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Laboot: The center where the Ogiek seek divine counsel from their gods

Olive Chebet plasters her hut in Laboot center in Mt Elgon, Bungoma County. [Mumo Munuve, Standard]

"We even have clans whose totem is the leopard, hyena, and all the major wildlife that lives in Mount Elgon and Mau forests. No Ogiek will allow you to kill an animal that represents them, this partly explains why we don't eat wild meat," says Murunga. "Eating the meat of an elephant is as good as despising the Kimeito your fellow kinsman. It's an abomination."

The average Ogiek member according to Murunga is taken through the history and taboos of the tribe which originated from the highlands north of Lake Turkana at least 1,000 years ago.

They are equally taught life skills like grazing, beekeeping, and making traditional herbs and given important tips on naming, circumcision, marriage, and funeral ceremonies.

"These lessons may sound primitive to the outsiders but we hold that a people without identity is a lost lot. We've refused to lose our way of life since the colonists came and we are not doing so any soon," says Cherotwei Simotwo (Col Rtd) who since his retirement last year has been actively involved with preserving the ways of his tribe and a common face at Laboot.

"Women are trained on vital skills including that of nursing their children, caring for their husbands, cooking traditional foods, herbs and building traditional items like baskets, mats, and even houses."

The women are experts in constructing the Ogiek huts which are made of barks of trees and the covers of bamboo trees (teleg) as the men's place was primarily in caves (tororet) from where they had a vintage look at their huts that housed women and children.

With a Masters degree and having served in the Kenya Defence Forces for three decades to an enviable hierarchy, it is hard to separate Simotwo from the Ogiek's ways of eating, cooking, and dressing. Away from wild honey, he also feeds on bamboo shoots and has even opened a hotel in Kapsowar that specialises in Ogiek cuisines as a way of registering his community's existence among the other Elgon slopes tribes like the Sabaot, Bukusus, and Nandis.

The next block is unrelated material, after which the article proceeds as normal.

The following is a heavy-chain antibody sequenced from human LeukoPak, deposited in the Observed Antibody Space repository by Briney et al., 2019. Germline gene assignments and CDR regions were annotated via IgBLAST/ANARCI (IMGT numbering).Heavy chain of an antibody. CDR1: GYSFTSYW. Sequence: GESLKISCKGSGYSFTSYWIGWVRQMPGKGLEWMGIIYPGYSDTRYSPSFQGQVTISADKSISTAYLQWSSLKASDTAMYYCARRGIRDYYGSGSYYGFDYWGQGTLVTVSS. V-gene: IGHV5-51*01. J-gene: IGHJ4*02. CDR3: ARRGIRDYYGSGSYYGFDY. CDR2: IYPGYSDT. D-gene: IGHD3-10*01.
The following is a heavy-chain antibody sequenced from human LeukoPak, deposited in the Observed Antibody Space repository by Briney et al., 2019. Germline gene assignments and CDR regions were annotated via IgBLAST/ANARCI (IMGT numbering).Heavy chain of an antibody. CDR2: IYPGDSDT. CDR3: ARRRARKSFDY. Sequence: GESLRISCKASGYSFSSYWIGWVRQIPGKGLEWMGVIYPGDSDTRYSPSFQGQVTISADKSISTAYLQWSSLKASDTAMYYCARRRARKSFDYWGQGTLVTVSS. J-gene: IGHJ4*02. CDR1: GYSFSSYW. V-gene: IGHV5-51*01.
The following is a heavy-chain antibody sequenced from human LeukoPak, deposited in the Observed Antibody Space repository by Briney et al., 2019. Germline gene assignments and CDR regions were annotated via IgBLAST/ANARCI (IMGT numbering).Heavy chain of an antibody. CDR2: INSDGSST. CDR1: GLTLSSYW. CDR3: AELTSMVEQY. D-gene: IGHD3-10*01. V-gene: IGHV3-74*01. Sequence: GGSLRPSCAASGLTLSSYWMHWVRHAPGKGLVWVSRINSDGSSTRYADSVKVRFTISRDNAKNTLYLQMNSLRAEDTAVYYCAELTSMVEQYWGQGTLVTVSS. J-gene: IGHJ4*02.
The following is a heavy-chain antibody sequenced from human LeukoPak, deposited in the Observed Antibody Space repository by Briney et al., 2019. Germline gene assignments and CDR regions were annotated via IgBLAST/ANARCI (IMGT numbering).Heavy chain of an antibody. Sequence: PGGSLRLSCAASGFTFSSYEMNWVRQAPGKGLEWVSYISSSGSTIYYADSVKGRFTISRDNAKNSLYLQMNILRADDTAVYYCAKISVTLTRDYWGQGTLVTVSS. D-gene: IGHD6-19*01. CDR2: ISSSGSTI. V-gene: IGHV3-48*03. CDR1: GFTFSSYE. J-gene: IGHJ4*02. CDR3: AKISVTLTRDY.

Cherotwei Simotwo (Col Rtd) at Mt Elgon forest in Chepkitale, Bungoma County. [Mumo Munuve, Standard]

This way, he feels, they will also remain distinct and not lose their culture even as historians note many Ogiek speakers have shifted to the languages of surrounding peoples.

The Ogiek in northern Tanzania for instance now speak Maasai and those of Kinare, Kenya are quickly adopting the Gikuyu language, a thing that the Mount Elgon Ogieks are working against.

"The Ogiek love to meet at the hotel and speak in our native language which ensures its continuity of our heritage at large," says Simotwo.

The tribe also has a radio station that broadcasts in Ogiek language (Tulwoob Koony FM) and covers Chepkitale, Kapsokwony, and environs that are largely occupied by the Ogiek.

This is also a strategy to help build and reserve their language that has been at the centre of mutilation and extinction.

Of the about 18,000 Ogieks in the country, there are about 3,000 Ogieks around Mount Elgon who form the sub-tribes of ohmomo, chepkuy, rimrim, somoinen, ntatwa, muchungu, korongoro, kwaimet, kaplelach, nyonngi, and sawe.

Having survived evictions from their land since the colonial days, the Laboot has lately become a nerve centre for celebrating landmark victories the community has had in reclaiming back their land from the government.